Omer Tamuz - The Long Run Behavior of Random Walks
Random walks—trajectories formed by successions of random steps—have been studied for more than a hundred years as important models in physics, computer science, finance, and economics, and as interesting mathematical objects in their own right. Still, many simple questions remain unanswered, and are the subject of current research. In his talk, Omer Tamuz will describe some classical results, introduce random walks on groups and graphs, present some open questions regarding their long-run behavior, and talk about the solution of a longstanding problem as well as a surprising connection to economics.
This is the Biedebach Memorial Lecture.
This event is free; no tickets or reservations are required. A minimum of 700 seats will be available on a first-come, first-served basis, beginning at 7:30 p.m. Reserved section tickets are available to members of The Friends of Beckman Auditorium and the Caltech Associates, and to Caltech alumni.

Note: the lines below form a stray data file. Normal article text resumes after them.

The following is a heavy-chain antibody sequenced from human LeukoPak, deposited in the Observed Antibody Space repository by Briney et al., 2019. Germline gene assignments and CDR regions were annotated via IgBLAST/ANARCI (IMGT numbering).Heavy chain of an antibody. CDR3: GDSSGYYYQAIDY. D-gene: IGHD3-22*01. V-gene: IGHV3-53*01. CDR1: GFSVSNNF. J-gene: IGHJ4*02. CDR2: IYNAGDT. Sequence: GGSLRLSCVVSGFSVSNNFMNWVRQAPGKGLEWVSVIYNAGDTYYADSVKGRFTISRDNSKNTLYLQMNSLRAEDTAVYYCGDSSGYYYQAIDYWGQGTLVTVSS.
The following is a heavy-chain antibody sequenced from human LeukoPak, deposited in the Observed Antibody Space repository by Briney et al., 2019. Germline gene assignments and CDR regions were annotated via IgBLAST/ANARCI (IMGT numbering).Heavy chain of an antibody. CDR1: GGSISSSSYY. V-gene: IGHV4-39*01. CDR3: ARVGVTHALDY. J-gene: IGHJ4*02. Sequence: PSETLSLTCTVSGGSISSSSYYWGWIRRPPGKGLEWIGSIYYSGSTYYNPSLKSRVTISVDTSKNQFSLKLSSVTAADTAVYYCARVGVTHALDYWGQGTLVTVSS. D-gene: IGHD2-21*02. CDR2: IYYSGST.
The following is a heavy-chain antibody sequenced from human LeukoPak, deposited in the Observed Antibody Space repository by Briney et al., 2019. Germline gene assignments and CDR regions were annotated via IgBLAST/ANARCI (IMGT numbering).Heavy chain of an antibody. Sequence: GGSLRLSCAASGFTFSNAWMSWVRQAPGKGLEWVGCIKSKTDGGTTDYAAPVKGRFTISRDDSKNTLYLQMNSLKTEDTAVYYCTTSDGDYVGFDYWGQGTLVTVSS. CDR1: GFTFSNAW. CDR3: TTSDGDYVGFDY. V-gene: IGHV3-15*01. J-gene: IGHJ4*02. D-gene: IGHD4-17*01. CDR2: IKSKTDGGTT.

About the Speaker
About the Series
Since 1922, The Earnest C. Watson Lecture Series has has brought Caltech's most innovative scientific research to the public. The series is named for Earnest C. Watson, a professor of physics at Caltech from 1919 until 1959. Spotlighting a small selection of the pioneering research Caltech's faculty is currently conducting, the Watson Lectures are geared toward a general audience, as part of the Institute's ongoing commitment to benefiting the local community through education and outreach. Through a gift from the estate of Richard C. Biedebach, the lecture series is able to highlight an assistant professor's research each season.